“[In the ‘90s] low-fi was big,” he said, “and my first record was unintentionally low-fi. I had it on cassette and played it for my friends. They said it was great, so I just put it in the mail, sent it out to the music magazines, and got all kinds of hits.” The copy he mailed to Billboard resulted in a positive review.

“I was super-lucky,” said Dowd. “There was like a two-month window. We went to South by Southwest and signed two record deals. It’s just been a slow decline from there. It’s what I’ve got on some other artists around here: it’s easier to go down.”

In terms of remuneration, you can’t argue with the man, but in terms of the music, fans of Dowd will undoubtedly disagree with his assessment. He has put out an average of about an album per year, and they have been restlessly exploratory. In addition to new collections of original music, he has turned out compilations, tributes, and live albums. And they are no longer low-fi.

Where once he sat down with an acoustic guitar, he now programs a drum machine and then adds all the rest. “Then I find some lyrics that I’ve already written or write some new ones,” he said. “It has become more of a hip-hop thing: words over beats. I find a beat that I like and a bass line, and then just build it out. I may try 10 or 15 permutations of a line before I get it right.”

Dowd has departed from his album per year average this year. In addition to Execute American Folklore, which was funded with an IndiGoGo campaign, and the Neon Baptist live release, he has recorded “a 30-minute instrumental, Bitches Brew type of thing. A friend in California is mixing it now. It should be ready by Christmas.”

Released first in Europe and available at johnnydowd.com, Execute American Folklore came out on Mother Jinx Records on Sept. 9 in the U.S. There will be a record-release party at the Rongovian Embassy on Saturday, Oct. 1. at 9 p.m. Jennie Stearns and Park Doing will open the show. • 

 – Original Article

Live at the Lincoln Center David Rubenstein Atrium

 

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Johnny Dowd and his band return to New York City after a 10-year hiatus during which Dowd built a large and passionate following in Europe, and released five albums of his unique, alternative blues filtered through country, rock, R&B, experimental, and electronic lenses. The night also spotlights a performance by Bent Knee, a genre-defying, art-rock collective from Boston. The Independent Music Award program continues its 15-year commitment to raising the profile of extraordinary indie artists, labels and their releases.

– Lincoln Center event

– IMA event

Noisy alt-country outsider Johnny Dowd will be performing two hometown shows in Ithaca this month. He returns to New York for a free show @ David Rubenstein Atrium at Lincoln Center on March 10 as part of the Independent Music Awards program. Also on the bill: indie art rock band Bent Knee.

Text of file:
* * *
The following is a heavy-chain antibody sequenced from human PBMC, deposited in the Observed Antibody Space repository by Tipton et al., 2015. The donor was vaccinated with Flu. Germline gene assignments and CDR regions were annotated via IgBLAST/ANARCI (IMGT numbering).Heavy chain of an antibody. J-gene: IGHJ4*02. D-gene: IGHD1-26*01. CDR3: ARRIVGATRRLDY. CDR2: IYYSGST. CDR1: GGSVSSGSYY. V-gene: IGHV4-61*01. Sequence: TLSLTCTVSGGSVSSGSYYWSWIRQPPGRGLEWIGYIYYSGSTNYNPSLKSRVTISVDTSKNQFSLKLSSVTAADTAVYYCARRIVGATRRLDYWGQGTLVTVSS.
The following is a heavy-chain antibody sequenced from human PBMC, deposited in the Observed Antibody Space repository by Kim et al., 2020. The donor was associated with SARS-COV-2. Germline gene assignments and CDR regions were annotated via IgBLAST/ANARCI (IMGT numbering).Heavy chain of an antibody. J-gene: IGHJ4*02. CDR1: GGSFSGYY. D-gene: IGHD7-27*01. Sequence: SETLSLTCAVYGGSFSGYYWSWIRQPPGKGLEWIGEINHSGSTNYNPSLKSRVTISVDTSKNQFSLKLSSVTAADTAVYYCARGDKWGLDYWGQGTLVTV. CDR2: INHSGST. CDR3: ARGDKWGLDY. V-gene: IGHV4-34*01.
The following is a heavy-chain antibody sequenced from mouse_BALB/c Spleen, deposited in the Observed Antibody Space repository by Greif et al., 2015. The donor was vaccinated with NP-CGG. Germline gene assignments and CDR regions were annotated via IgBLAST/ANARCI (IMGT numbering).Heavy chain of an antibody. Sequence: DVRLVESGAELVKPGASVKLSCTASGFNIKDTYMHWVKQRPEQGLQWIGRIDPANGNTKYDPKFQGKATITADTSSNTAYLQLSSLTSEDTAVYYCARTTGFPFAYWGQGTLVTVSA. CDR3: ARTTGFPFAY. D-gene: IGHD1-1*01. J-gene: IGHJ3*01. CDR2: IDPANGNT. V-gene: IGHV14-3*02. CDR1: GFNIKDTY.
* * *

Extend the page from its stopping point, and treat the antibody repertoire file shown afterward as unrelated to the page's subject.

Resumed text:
By Hans Werksman, werksman.blogspot.com

Photo_Anna Coogan and Johnny Dowd

Dear friends….here’s the latest in the world of Johnny Dowd:

He has a new band member: the talented Anna Coogan (shown above with Johnny). She’ll be performing with Johnny and Mike Edmondson at the Lincoln Center show on March 10 and will also be on the European tour in October.

If you’re in the New York City area, do try to catch the Lincoln Center show—Johnny doesn’t get to New York very often. It’s in the David Rubenstein Atrium and free. It’s one of the Independent Music Awards’ (IMA) two shows a year at the Atrium. Thanks again to Martin Folkman at IMA for inviting Johnny to do this. Click here for more information about the show.

Johnny also wanted me to tell you he is clean-shaven now (no more beard or mustache).

—Kat

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A little JD history for you:

>Alt. Country Album Winner for Cruel Words 7th Annual  Independent Music AwardsJudge >8th Annual Independent Music Awards

 

 

Lincoln Center Poetry Slam

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All the rock stars got to Lincoln Center early, so there was lots of time to visit with old friends and new.

Then soundcheck…

Pre-show and merch set up…

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And it’s clobberin’ time…

 

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(Thanks to Violet and Ben for making photos while we made movies)

More music…

More poetry…

More…Johnny

And finally, a great job by Bent Knee, bringing the show to a rousing conclusion:

 

 

 

 

 

 

 

 

 

 

ADD YOU TUBE LINK

 

 

Live at The Rongo with B33t Juic3 and Badhand

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One man band showcase, plus Johnny’s Better Thirds at The Rongovian